History of The Rose Parade

I grew up next door to Pasadena, California, home to the New Year’s Day Rose Parade and Rose Bowl Football Game. I never went to either one, but my dad was known to saunter on over with his Nikon and take photos of the floats (and the girls waving) in the parade. I’ve seen the floats up-close, after the event — an event in itself.

I’m not interested in parades at all. But, I have memories of waking up New Year’s Day to the sound of the television extolling the beauties of flower-covered floats. To tell you the truth, I don’t really get the whole parade thing. The night before, the streets in Pasadena are full of people holding their spot, sleeping right there on the sidewalk. Scalpers sell tickets and squatters have corners they sell to those who want a spot along the parade’s path. It’s a scene.

The Pasadena Valley Hunt Club started the Rose Parade in 1890. They wanted to entice New Yorkers and others from the snow to come out and enjoy the sunshine, flowers, oranges and sports of California. Back then, the sports included jousting, chariot races, foot races, polo and tug-of-war (all in all, not much different that today’s football.) Before the games, contestants would decorate their chariots with flowers and parade around. That’s how it all began. By 1894 they had marching bands and ostrich races as well as an elephant versus a camel race (the elephant won.)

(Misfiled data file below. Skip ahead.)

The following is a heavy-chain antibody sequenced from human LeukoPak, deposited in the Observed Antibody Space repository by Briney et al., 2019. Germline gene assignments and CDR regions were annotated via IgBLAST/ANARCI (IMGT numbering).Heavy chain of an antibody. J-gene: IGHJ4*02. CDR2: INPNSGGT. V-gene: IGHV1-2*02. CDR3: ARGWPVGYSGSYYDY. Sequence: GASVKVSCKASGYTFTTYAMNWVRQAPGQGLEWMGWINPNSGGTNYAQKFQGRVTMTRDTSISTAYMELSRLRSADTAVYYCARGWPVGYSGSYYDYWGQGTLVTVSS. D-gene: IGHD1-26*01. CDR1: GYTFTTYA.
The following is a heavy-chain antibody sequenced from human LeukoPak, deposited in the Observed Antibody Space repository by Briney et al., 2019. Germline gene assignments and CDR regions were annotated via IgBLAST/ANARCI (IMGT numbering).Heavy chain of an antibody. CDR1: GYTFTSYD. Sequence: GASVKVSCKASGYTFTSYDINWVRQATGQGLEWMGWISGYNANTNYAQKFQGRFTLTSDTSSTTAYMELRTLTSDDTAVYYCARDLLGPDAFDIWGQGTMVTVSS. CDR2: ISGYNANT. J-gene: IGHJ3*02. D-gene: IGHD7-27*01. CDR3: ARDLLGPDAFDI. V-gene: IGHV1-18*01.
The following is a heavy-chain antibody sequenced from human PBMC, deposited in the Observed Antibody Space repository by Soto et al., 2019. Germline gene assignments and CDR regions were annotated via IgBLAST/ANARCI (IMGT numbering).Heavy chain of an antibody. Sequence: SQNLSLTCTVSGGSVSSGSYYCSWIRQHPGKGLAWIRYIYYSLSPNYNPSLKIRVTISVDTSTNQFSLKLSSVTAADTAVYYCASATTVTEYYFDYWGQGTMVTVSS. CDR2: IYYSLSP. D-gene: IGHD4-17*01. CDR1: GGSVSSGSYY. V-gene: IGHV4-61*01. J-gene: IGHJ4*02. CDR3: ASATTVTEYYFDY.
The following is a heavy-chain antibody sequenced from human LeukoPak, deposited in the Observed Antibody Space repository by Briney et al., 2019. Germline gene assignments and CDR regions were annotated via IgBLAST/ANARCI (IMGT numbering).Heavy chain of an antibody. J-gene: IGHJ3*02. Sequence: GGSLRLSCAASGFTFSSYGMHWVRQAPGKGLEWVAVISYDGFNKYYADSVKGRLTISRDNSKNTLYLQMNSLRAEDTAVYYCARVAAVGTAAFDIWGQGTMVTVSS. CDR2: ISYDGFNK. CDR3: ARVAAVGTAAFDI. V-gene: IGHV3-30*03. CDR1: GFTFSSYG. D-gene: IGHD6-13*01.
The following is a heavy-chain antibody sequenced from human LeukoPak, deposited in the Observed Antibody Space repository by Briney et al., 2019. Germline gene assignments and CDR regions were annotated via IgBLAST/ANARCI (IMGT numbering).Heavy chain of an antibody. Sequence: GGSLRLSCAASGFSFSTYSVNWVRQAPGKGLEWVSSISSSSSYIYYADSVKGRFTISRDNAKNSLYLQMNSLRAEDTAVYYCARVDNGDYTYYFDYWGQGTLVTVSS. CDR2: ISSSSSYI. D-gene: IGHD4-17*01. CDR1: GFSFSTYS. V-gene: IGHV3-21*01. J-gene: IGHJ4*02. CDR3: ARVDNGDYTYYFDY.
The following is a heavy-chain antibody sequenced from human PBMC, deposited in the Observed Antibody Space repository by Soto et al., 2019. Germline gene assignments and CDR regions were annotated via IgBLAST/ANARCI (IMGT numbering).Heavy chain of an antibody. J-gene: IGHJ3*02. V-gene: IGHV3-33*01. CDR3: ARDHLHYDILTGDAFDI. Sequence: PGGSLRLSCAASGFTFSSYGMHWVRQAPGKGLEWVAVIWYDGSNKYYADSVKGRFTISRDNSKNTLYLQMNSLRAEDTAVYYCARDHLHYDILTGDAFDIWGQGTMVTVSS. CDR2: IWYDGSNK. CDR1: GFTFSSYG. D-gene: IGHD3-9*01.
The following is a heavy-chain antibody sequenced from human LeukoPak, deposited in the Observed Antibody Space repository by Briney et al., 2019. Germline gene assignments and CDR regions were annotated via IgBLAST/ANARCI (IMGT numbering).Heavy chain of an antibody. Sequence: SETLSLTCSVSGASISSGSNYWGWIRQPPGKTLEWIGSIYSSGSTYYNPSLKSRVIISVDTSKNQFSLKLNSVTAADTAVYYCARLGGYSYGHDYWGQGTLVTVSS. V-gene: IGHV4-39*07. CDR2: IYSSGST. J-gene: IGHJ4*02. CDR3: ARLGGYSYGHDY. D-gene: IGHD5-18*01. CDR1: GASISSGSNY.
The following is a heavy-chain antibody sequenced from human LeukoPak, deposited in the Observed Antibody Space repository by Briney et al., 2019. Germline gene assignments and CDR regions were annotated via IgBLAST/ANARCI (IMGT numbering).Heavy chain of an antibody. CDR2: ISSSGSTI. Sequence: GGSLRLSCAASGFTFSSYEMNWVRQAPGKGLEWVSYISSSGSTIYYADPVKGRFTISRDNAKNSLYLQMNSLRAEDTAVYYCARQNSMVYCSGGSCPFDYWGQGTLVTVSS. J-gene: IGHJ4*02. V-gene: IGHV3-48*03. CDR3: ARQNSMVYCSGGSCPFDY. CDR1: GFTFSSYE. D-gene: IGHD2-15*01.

Today it has become so elaborate that professionals are hired to design and build the floats and flowers are shipped in from anywhere in the world. I still don’t get it — the flowers eventually die, all that work gone.


 1890 Decorated Chariot
 The Pasadena Hunt Club, 1890


 Queen and Court 1911
Crowds at Parade, 1925


  • Those are awesome buggies! I’d love nothing more than to stroll around with a pretty white horse all decorated in roses, looks like fun!

    I used to take the boys to parades when they were little and actually enjoyed them. It’s fun being in the crowd watching all the floats, horses, bands, VHF guys drive their funny cars and all the other festivities.

    Now that it’s just the hubby and I we don’t go and actually…. I don’t miss it…

  • Very touching story, Sister Taylor, about Anabel, from the World of Spirits, visiting her brother during the exigencies of war.

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